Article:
|Full Name||Anthony William "Tony" Greig|
|Born||6th October 1946-29th December 2012|
|ODI Debut||24 august 1972 vs Australia|
|Test Debut||8 June 1972 vs Australia|
|T20I Debut||N/A (never played)|
|Domestic Teams||Sussex 1965-1970|
A leading player in English county cricket, Greig is thought by some former players and pundits to have been one of England's leading international all-rounders.Greg Chappell: "He wouldn't have made it as a bowler or batsman, but his determination made him a top all-rounder", Tossell, .Derek Underwood "... you never hear of him mentioned as being a top-quality cricketer, but he was." Tossell, John Snow "... he was as good an all-rounder as Freddie Flintoff, if not better." Tossell, He helped Kerry Packer start World Series Cricket by signing up many of his English colleagues as well as West Indian and Pakistani cricketers, a move which cost him the England captaincy. He is also noted for a controversial run-out of Alvin Kallicharran in a Test Match against the West Indies in 1974, and often clashed with Australian fast bowler Dennis Lillee on the 1974–75 Ashes Tour in Australia. His infamous "grovel" statement in the lead-up to the 1976 tour of England by the West Indies was met with severe criticism.
Greig died in Sydney,Australia, on 29 December 2012, aged 66, from cardiac arrest due to an apparent heart attack.
Early life and careerEdit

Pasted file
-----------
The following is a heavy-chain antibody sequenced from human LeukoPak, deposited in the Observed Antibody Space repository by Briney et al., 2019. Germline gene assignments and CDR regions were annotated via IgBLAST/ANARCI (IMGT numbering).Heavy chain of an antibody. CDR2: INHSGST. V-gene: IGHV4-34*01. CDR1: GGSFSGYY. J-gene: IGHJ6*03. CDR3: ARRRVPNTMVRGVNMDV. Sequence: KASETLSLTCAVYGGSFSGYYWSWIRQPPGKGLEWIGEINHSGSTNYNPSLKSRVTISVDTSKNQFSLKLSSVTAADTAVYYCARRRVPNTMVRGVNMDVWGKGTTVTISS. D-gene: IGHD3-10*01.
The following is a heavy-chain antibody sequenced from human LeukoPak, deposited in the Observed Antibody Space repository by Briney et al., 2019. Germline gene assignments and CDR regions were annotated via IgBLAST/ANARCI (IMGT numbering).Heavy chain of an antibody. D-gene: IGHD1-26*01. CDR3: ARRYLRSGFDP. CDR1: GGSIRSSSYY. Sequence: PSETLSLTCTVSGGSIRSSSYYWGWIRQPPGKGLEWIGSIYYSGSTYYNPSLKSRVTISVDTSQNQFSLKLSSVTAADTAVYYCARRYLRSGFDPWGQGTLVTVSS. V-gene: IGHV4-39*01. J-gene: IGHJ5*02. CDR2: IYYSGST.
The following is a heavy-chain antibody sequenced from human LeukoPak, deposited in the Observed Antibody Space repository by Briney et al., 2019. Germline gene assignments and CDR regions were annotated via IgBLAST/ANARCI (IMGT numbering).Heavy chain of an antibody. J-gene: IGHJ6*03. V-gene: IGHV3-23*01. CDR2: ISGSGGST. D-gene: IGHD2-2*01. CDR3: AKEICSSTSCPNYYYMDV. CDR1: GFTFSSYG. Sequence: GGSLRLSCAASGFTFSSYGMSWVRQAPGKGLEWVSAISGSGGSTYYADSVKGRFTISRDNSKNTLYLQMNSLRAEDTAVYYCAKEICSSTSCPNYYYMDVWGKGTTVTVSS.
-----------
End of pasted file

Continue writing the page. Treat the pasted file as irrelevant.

Greig was born to a Scottish immigrant father and a South African-born mother, and was educated at Queen's College, Queenstown, South Africa. Many former Sussex players had been recruited to coach the cricket team at Queen's College—during Greig's schooldays, Jack Oakes, Alan Oakman, Ian Thomson, Ron Bell, Richard Langridge and Mike Buss all came from overseas for off-season work. All of them noticed Greig's developing abilities which, after a first-class debut for Border Province in the Currie Cup, led to a trial at Sussex when Greig was 19. Greig's father helped him decide between university study or pursuit of the Sussex offer. "He used to slam into me for not reading enough, for being generally immature. He would look at me sometimes and say 'Boy, when I was your age I was fighting a war', but in the end he grinned and said: 'Go over to England for one year, one year mind, and see what you can do'".